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THE DARK SIDE: What’s a library without a copy of Atlas Shrugged?

David Ziemer

David Ziemer

I don’t normally write moving picture reviews here on The Dark Side. And with good reason: as of a month ago, I hadn’t been to the movies since 1998.

It is not as though, one day, I simply decided that I would no longer patronize such theaters. It was simply that I didn’t find the movies to be relevant to my experience.

And so, newly unburdened from any family responsibilities — like going to see really bad movies — I simply stopped going. Don’t be shocked; I wasn’t always the incorrigible reprobate you know today; once upon a time, I was a middle-aged, middle-class lawyer, who had to go to movies with the family, just like everybody else.

But when somebody finally made Part 1 of Ayn Rand’s novel, “Atlas Shrugged” into a movie, I had to be there.

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As expected, I loved it. The only real criticism I can offer is that the movie crushed into about two minutes a lengthy section that I thought was one of the most important sections of the novel.

The protagonist, Dagny Taggart, is searching to find the man who built a new type of motor while employed at the once-prosperous but now bankrupt Twentieth Century Motor Co., which just happens to be in the fictional town of Starnesville, Wisconsin, near the real-life town of Rome, Wisconsin. I’ve never been to Rome myself, but I have a good friend who grew up there; and from her descriptions, it sounds like the kind of place that has seen better days.

Anyway, in the course of her search, Dagny hears the story of Judge Narragansett, who resigned from the bench and disappeared from the world several years back. This withdrawal was precipitated by a reversal from the appeals court. The appeals court found it was unlawful discrimination for a banker to refuse a loan to a borrower, merely because the borrower was a lousy risk to pay it back.

Both the banker and the judge drop out of the world, preferring to go on strike than to continue to work in such an unjust society.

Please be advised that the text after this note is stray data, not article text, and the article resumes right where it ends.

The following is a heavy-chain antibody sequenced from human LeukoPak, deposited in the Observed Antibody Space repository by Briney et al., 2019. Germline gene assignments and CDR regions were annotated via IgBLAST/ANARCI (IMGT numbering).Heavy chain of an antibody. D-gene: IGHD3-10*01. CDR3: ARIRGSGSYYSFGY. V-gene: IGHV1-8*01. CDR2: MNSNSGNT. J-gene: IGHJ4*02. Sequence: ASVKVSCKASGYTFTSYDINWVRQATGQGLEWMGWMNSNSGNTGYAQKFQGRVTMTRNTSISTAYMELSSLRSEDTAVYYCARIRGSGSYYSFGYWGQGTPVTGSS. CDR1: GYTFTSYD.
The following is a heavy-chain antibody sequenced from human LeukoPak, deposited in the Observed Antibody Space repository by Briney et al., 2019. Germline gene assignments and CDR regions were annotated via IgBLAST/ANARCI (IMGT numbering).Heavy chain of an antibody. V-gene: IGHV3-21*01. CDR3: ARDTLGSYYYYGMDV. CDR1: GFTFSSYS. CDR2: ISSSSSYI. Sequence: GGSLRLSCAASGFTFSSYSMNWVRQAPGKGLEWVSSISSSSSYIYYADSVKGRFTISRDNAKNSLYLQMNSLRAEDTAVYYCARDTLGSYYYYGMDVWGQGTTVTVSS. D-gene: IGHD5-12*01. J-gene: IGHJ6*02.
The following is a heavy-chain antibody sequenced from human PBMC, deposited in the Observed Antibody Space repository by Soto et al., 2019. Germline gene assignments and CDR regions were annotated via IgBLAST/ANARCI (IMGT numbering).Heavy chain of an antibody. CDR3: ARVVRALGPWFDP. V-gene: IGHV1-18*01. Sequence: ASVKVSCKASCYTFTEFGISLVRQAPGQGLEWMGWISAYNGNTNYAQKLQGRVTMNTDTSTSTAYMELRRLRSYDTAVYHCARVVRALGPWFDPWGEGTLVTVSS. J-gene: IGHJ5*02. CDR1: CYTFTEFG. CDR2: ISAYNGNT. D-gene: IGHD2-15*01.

Judge Naragansett appears in person in Part 3 of the novel, and hopefully, he will be included in Part 3 of the movie, assuming it is ultimately made. It is one of my favorite sections in the novel.

Here’s why: Tasked with writing a constitution for the new society that will emerge after the progressives have destroyed the old one, Naragansett simply rewrites the U.S. Constitution, plus one addition to the Bill of Rights — that the government shall not abridge the freedom of production or trade. And really, that’s all that’s missing.

With such an explicit provision, Lochner v. New York, 198 U.S. 45 (1905), would still be binding precedent, and we wouldn’t be facing the economic difficulties we have today.

So, as a lawyer and a Lochnerite, it was disappointing that there was no mention of Judge Narragansett in Part 1 of the movie.

Nevertheless, I enjoyed the movie immensely. I was concerned going in, though. Because the reviews were unanimously horrible, I wasn’t sure if my date, who had never read the novel, would like it (Actually, not every newspaper gave the movie a horrible review; some far left-wing publications, such as The New York Times, simply boycotted it altogether).

But I think my date enjoyed it even more than I did. She set out to the public library to get a copy of the novel. But get this: according to her, most of the branches of the Milwaukee County library system don’t even carry the book; and those that do have a lengthy waiting list.

As a result, it is rather difficult for me to take seriously recent complaints that state budget cuts will gut our public libraries. As far as I’m concerned, a “library” that doesn’t even have a copy of “Atlas Shrugged,” or that can’t keep enough copies on the shelf to keep up with the patrons’ demand for it, isn’t a library worth saving.

People might as well go to the movies instead.

2 comments

  1. Thanks for this commentary! My library doesn’t have a copy of the audio book, but has some physical copies. I’ve bought a number of copies over the years to give as gifts. Guess I need to buy and donate the audio version! Glad the movie was made- have issues with it, as I always do with any adaptation of a book I like. In this case the task was extremely daunting and everyone has (and is expressing) his/her opinion. Hope people reading blogs/columns such as this who have not read the book will either see the movie or read the book. Now, I’m going to look up Lochner- somehow I don’t remember this case from law school!

  2. My partner loved the movie and has precious little time to read, so we reserved the 50-disk audiobook from the library so she can listen on her half-hour commute. After a five-week wait, we picked up the audiobook and learned it’s a “short loan” item that must be returned in two weeks. Only people with approximately 60 hours to spare in a 14-day span will ever hear the whole thing. Interesting!

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